By Corey Deiterman
By William Michael Smith
By Jef With One F
By Craig Hlavaty
By Jesse Sendejas Jr.
By Sonya Harvey
By Jesse Sendejas Jr.
By Nathan Smith
When Alejandro Escovedo speaks, it's in a near whisper. He begins his sentences slowly maybe two or three times before finding the right words to lead him where he wants to go. As often as not, the Austin singer/songwriter finishes those sentences with an inconclusive "so ..." or a fading "and ...," as if there's so much more behind what he's just said that's it's hardly worth going into.
There is more. As you're likely to notice, this week's music section has a running Sex Pistols theme, in honor of a band hardly anyone got a chance to see the first time around. Escovedo, though, didn't just see the Pistols, he opened for them. In January 1978, when they played their final show (or so everyone thought) in San Francisco, the opening act was the Nuns, Escovedo's first band.
"It was pandemonium," remembers Escovedo. "It wasn't very musical, but it was interesting. Sid [Vicious] came over to our house and hung out with us. They were barely speaking to each other; in fact, most of them weren't speaking to each other. So I never would have thought that they would have [reunited]. It's really disappointing, because I thought they were the perfect example of what a true crash-and-burn rock band ought to be."
Escovedo took the long road, through the punk Nuns, the early cow-punk of Rank & File and the guitar storm of True Believers -- three bands critics like to call seminal, and Escovedo calls "near hits, or near misses, whatever." Each group approached "success" but never quite made it over the hump of its own expectations. Escovedo's been referred to as a survivor for his longevity, and a 1996 Rolling Stone headline tagged him a legend for his travails. But according to Escovedo, it was all just rock and roll to him until the True Believers' gravy train jumped the rails. That last one hurt.
"It didn't really affect me until the True Believers. The Nuns were my very first band, I was just learning to play guitar and I'd never entertained the idea of being a musician before," Escovedo says. "I was enjoying this fluke, almost, in that we had become successful. It was really a joke. And then with Rank & File, I took it a little more seriously, but only because [the rest of the group] did, and that band didn't turn out to be what we had hoped it would be -- or what I had hoped it would be.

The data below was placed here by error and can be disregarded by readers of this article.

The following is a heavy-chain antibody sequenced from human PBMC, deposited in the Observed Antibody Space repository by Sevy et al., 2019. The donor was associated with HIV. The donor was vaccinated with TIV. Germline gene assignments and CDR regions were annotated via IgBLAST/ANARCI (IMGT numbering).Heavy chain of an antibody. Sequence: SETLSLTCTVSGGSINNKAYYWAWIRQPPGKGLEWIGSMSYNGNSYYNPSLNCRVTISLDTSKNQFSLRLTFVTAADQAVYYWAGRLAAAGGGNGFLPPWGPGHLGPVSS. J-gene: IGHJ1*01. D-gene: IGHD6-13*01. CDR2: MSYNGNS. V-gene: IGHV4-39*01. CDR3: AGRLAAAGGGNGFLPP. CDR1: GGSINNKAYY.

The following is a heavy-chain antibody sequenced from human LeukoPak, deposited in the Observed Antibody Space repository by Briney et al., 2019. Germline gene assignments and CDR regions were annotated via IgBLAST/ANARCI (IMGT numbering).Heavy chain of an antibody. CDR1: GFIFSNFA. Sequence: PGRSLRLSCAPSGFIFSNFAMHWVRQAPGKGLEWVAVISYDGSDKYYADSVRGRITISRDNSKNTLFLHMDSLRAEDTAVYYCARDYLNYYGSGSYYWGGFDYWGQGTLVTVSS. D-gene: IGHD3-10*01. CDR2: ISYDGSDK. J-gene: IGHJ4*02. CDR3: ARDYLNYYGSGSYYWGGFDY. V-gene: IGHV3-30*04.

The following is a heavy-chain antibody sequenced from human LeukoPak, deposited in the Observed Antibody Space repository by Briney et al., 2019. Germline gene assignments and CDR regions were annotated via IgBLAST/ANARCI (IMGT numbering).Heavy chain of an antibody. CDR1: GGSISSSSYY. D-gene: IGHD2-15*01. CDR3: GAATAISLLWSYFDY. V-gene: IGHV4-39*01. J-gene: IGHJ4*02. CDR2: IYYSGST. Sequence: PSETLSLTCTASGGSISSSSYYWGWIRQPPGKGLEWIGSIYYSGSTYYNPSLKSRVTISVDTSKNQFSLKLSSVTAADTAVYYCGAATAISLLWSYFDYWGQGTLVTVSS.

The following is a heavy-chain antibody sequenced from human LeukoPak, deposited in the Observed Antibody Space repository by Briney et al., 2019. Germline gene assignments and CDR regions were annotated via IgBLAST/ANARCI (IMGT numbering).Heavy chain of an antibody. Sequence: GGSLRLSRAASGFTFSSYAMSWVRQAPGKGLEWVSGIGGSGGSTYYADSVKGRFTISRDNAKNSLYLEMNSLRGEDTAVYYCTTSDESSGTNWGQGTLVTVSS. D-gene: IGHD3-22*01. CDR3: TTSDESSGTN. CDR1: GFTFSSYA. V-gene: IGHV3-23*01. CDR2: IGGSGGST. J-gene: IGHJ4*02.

"The True Believers was the first time that I really put in a lot of effort and sweat blood, and it meant a whole lot to me. That was my first real heartache. That almost did me in, really, as far as music was concerned. I just put so much into it, and after that band had broken up [in 1987], I was incredibly disappointed and wasn't even sure if I was gonna play again."
But the breakup of the True Believers was hardly Escovedo's last heartache. Since the Believers lost faith, Escovedo has assembled an extended family of Austin musicians and friends, releasing three CDs as a solo artist: 1992's Gravity, '93's Thirteen Years and the new With These Hands. All have earned Escovedo an increasing sense of awe among critics, an enduring respect from a small legion of fans and -- commercially, at least -- not a whole hell of a lot else. But if, as Escovedo says, he hasn't quite "found that kind of success that people really value, or deem successful," he's created what will likely be his most lasting work in those three releases.
If there's a central event that dominates Escovedo's more recent career, it's this: after a 13-year relationship that spanned the course of his wilder days, Escovedo's second wife, Bobbi Levie, took her life in 1991, shortly after the birth of the couple's second daughter. That's the kind of full-bore emotional trauma that can destroy a strong man. To come face to face -- or even phone to phone -- with someone who's been through that trial and can still speak of art and love inspires the kind of awe generally reserved for the protagonists of Greek tragedy and people who survive airplane crashes.
It's that heartache that lent gravitas to Gravity, which Escovedo describes now as "an album about grief and pain." Thirteen Years was "about surviving all those sorts of emotions and problems and situations." And With These Hands, he admits, is the completion of the cycle. I won't say closure, and Escovedo doesn't either, but you get the drift.
"In a way, they kind of do work as a trilogy," Escovedo says. "I definitely wanted to go into this album making it different from the last two. I just wanted it to be a bit lighter, kind of stay away from such a personal bent on everything. I'm not so sure that I succeeded in that."
He didn't -- not really. But you can hear the struggle to break into something new, or something old -- something different, anyhow, in the songs. It's inherent in the disc's tension between squalling guitar feedback and string arrangements -- an idiosyncratic balance Escovedo has been able to strike on all three CDs with the help of producer/guitarist Stephen Bruton and the sit-down stylings of the band of Austin regulars Escovedo calls "the Orchestra."
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